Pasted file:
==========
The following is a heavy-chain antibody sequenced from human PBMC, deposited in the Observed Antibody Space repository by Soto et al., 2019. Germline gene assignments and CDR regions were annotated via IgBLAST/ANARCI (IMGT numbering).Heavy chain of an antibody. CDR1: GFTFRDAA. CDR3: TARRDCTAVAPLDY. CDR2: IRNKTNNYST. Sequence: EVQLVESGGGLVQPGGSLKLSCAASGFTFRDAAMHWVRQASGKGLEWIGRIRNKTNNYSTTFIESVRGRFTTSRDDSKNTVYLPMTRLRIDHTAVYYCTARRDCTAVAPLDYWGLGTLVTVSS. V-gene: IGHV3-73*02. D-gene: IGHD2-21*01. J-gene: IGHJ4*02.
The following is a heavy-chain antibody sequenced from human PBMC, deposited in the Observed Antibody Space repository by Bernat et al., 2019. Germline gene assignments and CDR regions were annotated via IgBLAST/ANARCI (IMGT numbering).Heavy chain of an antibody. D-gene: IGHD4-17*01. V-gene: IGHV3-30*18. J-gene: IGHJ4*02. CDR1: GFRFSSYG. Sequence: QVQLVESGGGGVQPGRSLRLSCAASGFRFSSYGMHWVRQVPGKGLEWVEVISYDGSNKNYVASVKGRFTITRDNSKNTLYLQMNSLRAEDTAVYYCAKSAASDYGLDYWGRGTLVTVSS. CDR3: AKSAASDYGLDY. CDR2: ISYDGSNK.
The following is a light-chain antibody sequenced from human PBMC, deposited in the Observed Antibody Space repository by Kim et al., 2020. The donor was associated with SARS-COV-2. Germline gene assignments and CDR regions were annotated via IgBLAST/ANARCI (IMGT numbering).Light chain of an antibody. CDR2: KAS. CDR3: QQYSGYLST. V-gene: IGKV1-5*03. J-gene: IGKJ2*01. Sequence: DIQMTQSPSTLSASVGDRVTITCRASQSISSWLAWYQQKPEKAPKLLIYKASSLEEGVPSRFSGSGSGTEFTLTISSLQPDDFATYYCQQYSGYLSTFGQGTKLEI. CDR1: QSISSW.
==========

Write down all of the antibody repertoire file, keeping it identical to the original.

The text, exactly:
The following is a heavy-chain antibody sequenced from human PBMC, deposited in the Observed Antibody Space repository by Soto et al., 2019. Germline gene assignments and CDR regions were annotated via IgBLAST/ANARCI (IMGT numbering).Heavy chain of an antibody. CDR1: GFTFRDAA. CDR3: TARRDCTAVAPLDY. CDR2: IRNKTNNYST. Sequence: EVQLVESGGGLVQPGGSLKLSCAASGFTFRDAAMHWVRQASGKGLEWIGRIRNKTNNYSTTFIESVRGRFTTSRDDSKNTVYLPMTRLRIDHTAVYYCTARRDCTAVAPLDYWGLGTLVTVSS. V-gene: IGHV3-73*02. D-gene: IGHD2-21*01. J-gene: IGHJ4*02.
The following is a heavy-chain antibody sequenced from human PBMC, deposited in the Observed Antibody Space repository by Bernat et al., 2019. Germline gene assignments and CDR regions were annotated via IgBLAST/ANARCI (IMGT numbering).Heavy chain of an antibody. D-gene: IGHD4-17*01. V-gene: IGHV3-30*18. J-gene: IGHJ4*02. CDR1: GFRFSSYG. Sequence: QVQLVESGGGGVQPGRSLRLSCAASGFRFSSYGMHWVRQVPGKGLEWVEVISYDGSNKNYVASVKGRFTITRDNSKNTLYLQMNSLRAEDTAVYYCAKSAASDYGLDYWGRGTLVTVSS. CDR3: AKSAASDYGLDY. CDR2: ISYDGSNK.
The following is a light-chain antibody sequenced from human PBMC, deposited in the Observed Antibody Space repository by Kim et al., 2020. The donor was associated with SARS-COV-2. Germline gene assignments and CDR regions were annotated via IgBLAST/ANARCI (IMGT numbering).Light chain of an antibody. CDR2: KAS. CDR3: QQYSGYLST. V-gene: IGKV1-5*03. J-gene: IGKJ2*01. Sequence: DIQMTQSPSTLSASVGDRVTITCRASQSISSWLAWYQQKPEKAPKLLIYKASSLEEGVPSRFSGSGSGTEFTLTISSLQPDDFATYYCQQYSGYLSTFGQGTKLEI. CDR1: QSISSW.